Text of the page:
Published February 27, 2014
The remains of a Kentucky soldier who disappeared during World War II on the Pacific’s Northern Mariana Islands have finally been returned to his family after 70 years.
The belongings, which include Private First Class William T. Carneal's dog tags, belt buckle, poncho and a 1939 class ring were recovered on the Japanese island of Saipan, where Carneal was killed in July 1944, The Paducah Sun reported.
Carneal enlisted in October 1941. He was reported missing in action in 1944 and declared dead a year later, according to Sandy Hart of the Kentucky Veteran and Patriot Museum.
Despite the evidence found with the remains, the military did not officially declare them to be Carneal's until December, when DNA testing confirmed his identity.
"We kind of feel like now he's home with us," nephew J.T. Carneal told The Paducah Sun after the presentation on Tuesday.
The military believes that William Carneal was killed by a grenade blast during a suicide attack by enemy forces, his nephew told the newspaper. His body was reportedly found with four others under more than 3 feet of clay.
"It's a blessing to us that the whole family now can know what happened and put it to rest," Carneal said. "He gave his life for his country."
Keuntai, a Japanese nonprofit that searches for the bodies of Japanese soldiers killed in World War II, and members of the CNMI Historic Preservation, discovered Carneal's remains a year ago and turned them over to the Joint POW/MIA Accounting Command.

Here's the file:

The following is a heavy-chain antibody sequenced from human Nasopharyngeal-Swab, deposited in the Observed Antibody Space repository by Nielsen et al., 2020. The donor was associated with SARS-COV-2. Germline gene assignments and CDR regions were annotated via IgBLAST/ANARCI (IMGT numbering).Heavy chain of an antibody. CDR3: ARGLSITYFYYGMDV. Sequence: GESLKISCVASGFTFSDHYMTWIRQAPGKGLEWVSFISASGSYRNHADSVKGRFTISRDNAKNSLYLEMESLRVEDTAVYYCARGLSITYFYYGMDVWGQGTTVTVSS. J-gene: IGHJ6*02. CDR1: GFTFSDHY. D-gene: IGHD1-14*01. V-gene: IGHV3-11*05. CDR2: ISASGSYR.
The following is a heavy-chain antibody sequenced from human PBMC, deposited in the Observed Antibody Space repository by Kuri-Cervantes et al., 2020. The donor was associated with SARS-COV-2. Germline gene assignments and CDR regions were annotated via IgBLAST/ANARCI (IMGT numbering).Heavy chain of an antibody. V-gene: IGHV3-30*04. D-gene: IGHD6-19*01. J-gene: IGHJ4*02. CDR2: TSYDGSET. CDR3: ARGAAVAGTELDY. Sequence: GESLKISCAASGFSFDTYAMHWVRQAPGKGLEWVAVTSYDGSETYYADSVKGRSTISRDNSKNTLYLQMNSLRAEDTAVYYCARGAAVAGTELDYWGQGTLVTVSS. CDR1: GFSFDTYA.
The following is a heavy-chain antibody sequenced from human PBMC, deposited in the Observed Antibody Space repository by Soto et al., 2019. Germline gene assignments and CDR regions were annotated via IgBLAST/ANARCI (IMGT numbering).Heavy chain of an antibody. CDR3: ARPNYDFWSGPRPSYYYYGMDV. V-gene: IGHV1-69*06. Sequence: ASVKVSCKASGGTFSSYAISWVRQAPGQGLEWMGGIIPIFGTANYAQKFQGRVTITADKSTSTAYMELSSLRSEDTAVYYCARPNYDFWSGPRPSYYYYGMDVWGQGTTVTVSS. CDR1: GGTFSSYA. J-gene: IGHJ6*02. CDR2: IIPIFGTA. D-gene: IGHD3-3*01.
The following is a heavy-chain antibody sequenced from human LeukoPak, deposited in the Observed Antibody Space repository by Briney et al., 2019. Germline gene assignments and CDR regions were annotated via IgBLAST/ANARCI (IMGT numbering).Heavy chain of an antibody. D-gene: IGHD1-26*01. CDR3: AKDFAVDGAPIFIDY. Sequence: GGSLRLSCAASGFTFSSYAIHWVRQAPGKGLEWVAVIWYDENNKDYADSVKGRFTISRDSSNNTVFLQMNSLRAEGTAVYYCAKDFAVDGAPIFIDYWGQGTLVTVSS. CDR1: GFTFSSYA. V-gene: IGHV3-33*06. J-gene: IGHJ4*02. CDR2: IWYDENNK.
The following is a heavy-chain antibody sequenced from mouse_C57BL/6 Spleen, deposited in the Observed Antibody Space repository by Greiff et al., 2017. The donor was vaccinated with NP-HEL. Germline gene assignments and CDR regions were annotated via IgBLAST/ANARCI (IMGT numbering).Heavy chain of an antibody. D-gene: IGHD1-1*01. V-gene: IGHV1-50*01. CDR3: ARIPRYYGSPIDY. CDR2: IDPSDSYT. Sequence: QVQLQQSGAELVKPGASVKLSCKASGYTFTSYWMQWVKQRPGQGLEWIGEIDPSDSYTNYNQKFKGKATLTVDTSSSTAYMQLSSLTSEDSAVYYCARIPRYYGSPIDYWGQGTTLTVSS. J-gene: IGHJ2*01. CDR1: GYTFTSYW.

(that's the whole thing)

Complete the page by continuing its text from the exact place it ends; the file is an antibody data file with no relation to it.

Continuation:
The belongings will remain with Carneal's descendants, except for a dog tag that will be given to the Veterans Museum in Wickliffe.
Although Carneal could have been buried at Arlington National Cemetery, the family decided he should be laid to rest with full military honors next to sister Ruth Anderson at Palestine United Methodist Church in West Paducah, The Paducah Sun reported.
Edward "Earl" Gidcumb, a local World War II veteran who also served in the Pacific theater, said he has offered to play taps.
"So many families exist that don't have any idea where their loved ones are and it's an honor to be involved in this whole thing," Gidcumb said.
The Associated Press contributed to this report.